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Debate Yucca Mountain anew

To the editor:

After reading Leonard Kreisler’s letter in Tuesday’s Review-Journal regarding the safety of accepting partially spent nuclear fuel rods at Yucca Mountain (“State should claim Yucca Mountain cash”), perhaps an in-depth interview could provide clarification and much-needed additional information. Let’s hear from the other side with open, public discussions.

Mr. Kreisler’s credentials and background knowledge of the subject would appear to support his statements. Nevada’s future nuclear storage involvement, and the huge financial fund tied to the potential project, is far too serious to ignore the claims made by Mr. Kreisler. We Nevadans deserve no less than all the truth. Our very future is at stake.



True experts

To the editor:

I commend the Review-Journal for publishing Tuesday’s letter about Yucca Mountain by Leonard Kreisler (“State should claim Yucca Mountain cash”). It’s not every day that the media publish information from true experts with no political ax to grind.

I too know something about the energy picture. In my career, I was involved with several projects: the Apollo, GPS, space shuttle, space station and a host of classified programs. In the 1970s, the company I was with looked for other avenues for our technology and people. And my friend and boss went to Washington to be the No. 3 man in Jimmy Carter’s Department of Energy. He was in charge of what he called the “etc.” of energy: solar, wind, biomass, geothermal, ocean waves and such. I studied these subjects a lot, and so did the people under me. I also gained a lot of insight from my friend at the DOE.

Perhaps most problematic was the energy payback. Take a wind turbine, for example. You must dig a hole (with a machine that uses gas), you must build the generator with a lot of copper, rare-earth magnets and steel. You must have a stout pole, with steel dug up from the earth and transported to the site. You must have concrete, dug from the earth and processed with energy. You must have copper wires from the turbine to the grid, and poles and concrete for the tower. It is complicated to determine the true total energy expended, but very important. Unfortunately, the energy generated over the life of the device often barely pays for the energy initially expended. In many cases, there is zero energy payback.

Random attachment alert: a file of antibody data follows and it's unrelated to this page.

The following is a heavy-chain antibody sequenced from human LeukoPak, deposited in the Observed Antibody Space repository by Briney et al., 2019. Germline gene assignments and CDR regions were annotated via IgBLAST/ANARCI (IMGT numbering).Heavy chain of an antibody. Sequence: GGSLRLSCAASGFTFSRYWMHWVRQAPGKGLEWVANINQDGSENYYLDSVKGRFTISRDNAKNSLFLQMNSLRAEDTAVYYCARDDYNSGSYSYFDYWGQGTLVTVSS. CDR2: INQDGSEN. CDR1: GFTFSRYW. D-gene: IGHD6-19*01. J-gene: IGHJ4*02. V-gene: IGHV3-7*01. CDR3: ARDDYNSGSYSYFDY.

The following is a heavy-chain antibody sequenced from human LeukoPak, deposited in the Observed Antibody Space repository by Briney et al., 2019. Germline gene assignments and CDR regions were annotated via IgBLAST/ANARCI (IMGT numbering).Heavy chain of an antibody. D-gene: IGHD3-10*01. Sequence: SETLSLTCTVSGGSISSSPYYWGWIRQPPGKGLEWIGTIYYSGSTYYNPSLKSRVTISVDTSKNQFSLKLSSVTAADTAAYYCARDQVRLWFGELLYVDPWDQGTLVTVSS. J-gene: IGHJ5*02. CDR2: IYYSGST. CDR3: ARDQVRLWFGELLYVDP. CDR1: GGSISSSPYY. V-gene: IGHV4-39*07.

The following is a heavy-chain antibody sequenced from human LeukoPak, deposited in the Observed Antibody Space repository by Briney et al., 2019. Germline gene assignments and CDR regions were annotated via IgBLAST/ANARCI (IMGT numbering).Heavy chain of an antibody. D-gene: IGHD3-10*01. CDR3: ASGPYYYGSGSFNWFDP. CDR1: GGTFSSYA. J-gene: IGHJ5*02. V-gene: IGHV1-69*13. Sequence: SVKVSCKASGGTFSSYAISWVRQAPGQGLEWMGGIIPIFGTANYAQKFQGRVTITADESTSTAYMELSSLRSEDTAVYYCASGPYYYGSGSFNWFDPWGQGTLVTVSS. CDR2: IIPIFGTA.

The payback can also be marginalized by where you get the money for the project and the interest rate you assume. In the United States, most of these programs get subsidized by the government, with money borrowed from the Chinese (who are building coal and nuclear power plants like mad). We also use money dreamed up by the Federal Reserve.

Yes, we should proceed with the total energy equation for America and around the world, but let’s be smart and honest about it.



Yucca study needed

To the editor:

This is regarding Leonard Kreisler’s letter about the prospect of our state getting $5.6 billion from the federal government if we permit the storage of partially spent nuclear fuel rods at the Yucca Mountain facility (“State should claim Yucca Mountain cash,” Tuesday Review-Journal). I believe that Mr. Kreisler is correct on several aspects regarding the safety of storage and transportation. I also believe that Mr. Kreisler is correct that in the past, we have had too many “political stooge” appointees as energy secretary who lacked the technical knowledge to lead this country into recycling partially spent fuel rods, as is the practice in other countries.

However, I believe that he is wrong about us being stupid to turn down the $5.6 billion offer to store the partially spent fuel rods in Yucca Mountain. We should first have a team of recognized experts, such as Mr. Kreisler, do a study funded by the DOE to determine all costs involved, such as any necessary updating of Yucca Mountain and all necessary engineering, security, safety and administrative costs for a specified period of storage time. Additional funding from the DOE would obviously be necessary beyond this period of storage — perhaps from the growing $25 billion to $30 billion that’s currently being collected by the DOE from rate payers.



Red, white and blue

To the editor:

I try to do the right thing by participating in the nonmandatory recycling program in my community. Republic Services sent me three pretty bins: red for plastic, white for paper and blue for glass. I dutifully separate all three items and watch amusingly every two weeks as the collector dumps the contents of all three bins into the same truck.

Why not just give me one bigger bin? I guess that would be too easy, so I’m stuck with the good old red, white and blue.



Baseball suspensions

To the editor:

Major League Baseball has suspended a dozen players for 50 games, and Alex Rodriguez drew the harshest penalty, getting suspended through the 2014 season. In my view, this might have effectively ended “A-Roid’s” career. The others are young enough to still bounce back and play, like the other 99 percent of those who make a living at this game.

But one of the unintended consequences of Commissioner Bud Selig’s decision has probably gone unnoticed by the average citizen: the amount of federal tax revenue not collected as a result of these suspensions, since these players were suspended without pay. One can do the math and probably come up with a number close to $30 million. So does that add to the federal deficit?



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